Sister Barbara, a licensed Marriage and Family therapist, began our discussion by eliciting areas that typically need healing and forgiveness: relationships (in families, among friends, infidelities, harmful family secrets, being alienated from others due to mis-awareness of reality), past events, yourself, deaths, trauma, illness, abortion, divorce, impatience, anger, acts of violence, abuse, addiction, etc. The list can be expanded. But you get the point: the human person is full of complexities.

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Did God Correct Himself?

Today’s Gospel from Saint Matthew poses a crucial question for our following Christ: How do we do it? The line that is frequently often misunderstand:

Jesus said to his disciples: “You have heard that it
was said, An eye for an eye and a tooth for a tooth. But I say to you, offer no
resistance to one who is evil.

Several credible witnesses give a fruitful look at what it means to be a Christian today. Saint Basil the Great  (330-January 1, 379) wrote in Letter 2 that:

We must
try to keep the mind in quietness. For if the eye is constantly shifting its
gaze, one moment this way or that, then veering between upwards and down, it
cannot see clearly what lies directly in front of it
. It has to bring its
gaze to bear on this object so as to see it clearly in focus. In the same way a
mind distracted by thousands of worldly concerns cannot possibly bring a steady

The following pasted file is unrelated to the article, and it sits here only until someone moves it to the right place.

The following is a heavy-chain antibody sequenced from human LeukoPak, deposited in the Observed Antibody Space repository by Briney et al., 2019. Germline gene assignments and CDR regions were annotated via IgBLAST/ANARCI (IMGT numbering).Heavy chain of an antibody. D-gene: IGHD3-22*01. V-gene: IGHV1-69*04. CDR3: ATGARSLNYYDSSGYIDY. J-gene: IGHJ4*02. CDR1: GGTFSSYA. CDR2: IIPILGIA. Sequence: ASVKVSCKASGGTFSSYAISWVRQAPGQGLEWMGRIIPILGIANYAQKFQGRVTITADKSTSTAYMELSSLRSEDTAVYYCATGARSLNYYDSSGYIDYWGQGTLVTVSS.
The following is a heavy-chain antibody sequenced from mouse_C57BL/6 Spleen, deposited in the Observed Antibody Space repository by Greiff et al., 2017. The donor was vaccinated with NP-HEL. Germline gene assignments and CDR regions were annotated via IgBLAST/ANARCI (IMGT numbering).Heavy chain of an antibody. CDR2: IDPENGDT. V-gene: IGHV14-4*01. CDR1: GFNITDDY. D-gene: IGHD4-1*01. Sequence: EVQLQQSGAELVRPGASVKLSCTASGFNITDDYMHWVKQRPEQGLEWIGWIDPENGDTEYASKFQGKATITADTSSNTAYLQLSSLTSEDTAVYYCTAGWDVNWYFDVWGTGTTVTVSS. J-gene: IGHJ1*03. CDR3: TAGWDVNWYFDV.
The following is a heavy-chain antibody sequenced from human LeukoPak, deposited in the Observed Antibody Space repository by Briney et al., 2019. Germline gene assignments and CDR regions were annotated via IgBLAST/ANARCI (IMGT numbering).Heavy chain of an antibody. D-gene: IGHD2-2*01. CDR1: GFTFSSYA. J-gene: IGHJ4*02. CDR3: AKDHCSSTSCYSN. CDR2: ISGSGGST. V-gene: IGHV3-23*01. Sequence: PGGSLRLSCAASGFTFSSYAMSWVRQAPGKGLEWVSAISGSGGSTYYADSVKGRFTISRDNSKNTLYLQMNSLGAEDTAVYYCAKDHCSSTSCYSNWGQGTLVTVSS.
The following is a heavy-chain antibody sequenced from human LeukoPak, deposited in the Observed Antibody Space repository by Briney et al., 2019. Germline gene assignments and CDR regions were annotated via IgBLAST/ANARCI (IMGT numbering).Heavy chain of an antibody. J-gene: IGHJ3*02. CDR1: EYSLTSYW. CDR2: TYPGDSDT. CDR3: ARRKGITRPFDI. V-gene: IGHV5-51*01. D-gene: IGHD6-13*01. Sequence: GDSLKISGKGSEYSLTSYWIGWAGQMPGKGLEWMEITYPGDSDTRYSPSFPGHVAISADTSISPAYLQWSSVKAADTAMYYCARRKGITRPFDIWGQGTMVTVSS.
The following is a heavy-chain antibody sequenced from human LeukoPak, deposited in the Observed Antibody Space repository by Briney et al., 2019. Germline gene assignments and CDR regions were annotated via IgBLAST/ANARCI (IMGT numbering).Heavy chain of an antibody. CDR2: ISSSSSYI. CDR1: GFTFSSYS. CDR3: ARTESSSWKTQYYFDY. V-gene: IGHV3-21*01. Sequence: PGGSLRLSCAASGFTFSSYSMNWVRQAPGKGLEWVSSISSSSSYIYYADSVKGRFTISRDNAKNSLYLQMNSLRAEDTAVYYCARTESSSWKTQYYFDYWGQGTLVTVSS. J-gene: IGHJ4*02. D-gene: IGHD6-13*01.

gaze to bear
on the truth.

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Why forgive?

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Time magazine asks an excellent question, don’t you think? I do. The only answer I am muster to give is: because it is the right thing to do AND our Savior forgave his killers. Therefore, we ought to do the same.
BUT, if you are ashamed to forgive and to receive forgiveness, you must be convinced that Jesus Christ is blowing smoke or not real. The 4th century Persian bishop, Aphrahat said as much in his treatise On Penitents where he taught that a Christian in the state of sin should seek sacramental forgiveness as the Church taught. Aphrahat decapitates the sin of presumption and pride when he says,
… the man wounded by Satan should not be ashamed to confess his, and leave it behind, and beg for the medicine of penance. For gangrene comes if a man is ashamed to show his wound, and then the whole is harmed. Whoever is not ashamed has his wound healed, and goes back to battle again; but if gangrene comes, he cannot be healed, and he cannot take up his arms again.

So, why forgive? Because if one doesn’t forgive the sins of another, how will you face your own humanity and the Savior face-to-face?

Aphrahat, On Penitents 2-3 (Demonstrations 7), adapted translation by Frank H. Hallock, Journal of the Society of Oriental Research 16 (1932), pp. 43-56.
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About the author

Paul A. Zalonski is from New Haven, CT. He is a member of the Fraternity of Communion and Liberation, a Catholic ecclesial movement, and an Oblate of Saint Benedict. Contact Paul at paulzalonski[at]yahoo.com.